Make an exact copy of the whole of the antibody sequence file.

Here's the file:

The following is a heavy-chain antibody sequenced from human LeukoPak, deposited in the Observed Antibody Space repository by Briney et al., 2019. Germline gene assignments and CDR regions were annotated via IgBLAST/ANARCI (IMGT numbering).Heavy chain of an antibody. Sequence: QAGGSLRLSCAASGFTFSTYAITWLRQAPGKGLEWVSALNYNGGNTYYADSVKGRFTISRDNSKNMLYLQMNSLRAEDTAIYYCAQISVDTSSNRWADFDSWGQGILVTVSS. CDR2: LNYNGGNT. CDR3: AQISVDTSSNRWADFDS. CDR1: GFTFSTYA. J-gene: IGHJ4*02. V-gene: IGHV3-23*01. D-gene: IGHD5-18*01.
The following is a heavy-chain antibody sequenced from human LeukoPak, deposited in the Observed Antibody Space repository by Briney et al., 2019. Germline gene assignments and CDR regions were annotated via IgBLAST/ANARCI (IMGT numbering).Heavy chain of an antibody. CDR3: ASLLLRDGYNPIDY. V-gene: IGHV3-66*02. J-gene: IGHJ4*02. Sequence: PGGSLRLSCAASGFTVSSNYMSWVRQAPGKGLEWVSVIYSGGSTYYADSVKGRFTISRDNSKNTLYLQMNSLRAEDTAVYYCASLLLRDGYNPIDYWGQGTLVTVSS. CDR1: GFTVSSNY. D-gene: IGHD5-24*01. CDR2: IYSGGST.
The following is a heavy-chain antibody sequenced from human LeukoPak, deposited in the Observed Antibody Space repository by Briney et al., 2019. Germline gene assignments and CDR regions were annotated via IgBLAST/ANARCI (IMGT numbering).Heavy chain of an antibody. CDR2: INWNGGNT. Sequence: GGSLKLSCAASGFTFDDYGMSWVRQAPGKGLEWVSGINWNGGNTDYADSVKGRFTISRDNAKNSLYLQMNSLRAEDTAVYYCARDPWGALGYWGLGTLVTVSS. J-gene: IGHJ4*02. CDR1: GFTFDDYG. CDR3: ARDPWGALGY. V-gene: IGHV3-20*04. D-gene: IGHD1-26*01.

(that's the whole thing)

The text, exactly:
The following is a heavy-chain antibody sequenced from human LeukoPak, deposited in the Observed Antibody Space repository by Briney et al., 2019. Germline gene assignments and CDR regions were annotated via IgBLAST/ANARCI (IMGT numbering).Heavy chain of an antibody. Sequence: QAGGSLRLSCAASGFTFSTYAITWLRQAPGKGLEWVSALNYNGGNTYYADSVKGRFTISRDNSKNMLYLQMNSLRAEDTAIYYCAQISVDTSSNRWADFDSWGQGILVTVSS. CDR2: LNYNGGNT. CDR3: AQISVDTSSNRWADFDS. CDR1: GFTFSTYA. J-gene: IGHJ4*02. V-gene: IGHV3-23*01. D-gene: IGHD5-18*01.
The following is a heavy-chain antibody sequenced from human LeukoPak, deposited in the Observed Antibody Space repository by Briney et al., 2019. Germline gene assignments and CDR regions were annotated via IgBLAST/ANARCI (IMGT numbering).Heavy chain of an antibody. CDR3: ASLLLRDGYNPIDY. V-gene: IGHV3-66*02. J-gene: IGHJ4*02. Sequence: PGGSLRLSCAASGFTVSSNYMSWVRQAPGKGLEWVSVIYSGGSTYYADSVKGRFTISRDNSKNTLYLQMNSLRAEDTAVYYCASLLLRDGYNPIDYWGQGTLVTVSS. CDR1: GFTVSSNY. D-gene: IGHD5-24*01. CDR2: IYSGGST.
The following is a heavy-chain antibody sequenced from human LeukoPak, deposited in the Observed Antibody Space repository by Briney et al., 2019. Germline gene assignments and CDR regions were annotated via IgBLAST/ANARCI (IMGT numbering).Heavy chain of an antibody. CDR2: INWNGGNT. Sequence: GGSLKLSCAASGFTFDDYGMSWVRQAPGKGLEWVSGINWNGGNTDYADSVKGRFTISRDNAKNSLYLQMNSLRAEDTAVYYCARDPWGALGYWGLGTLVTVSS. J-gene: IGHJ4*02. CDR1: GFTFDDYG. CDR3: ARDPWGALGY. V-gene: IGHV3-20*04. D-gene: IGHD1-26*01.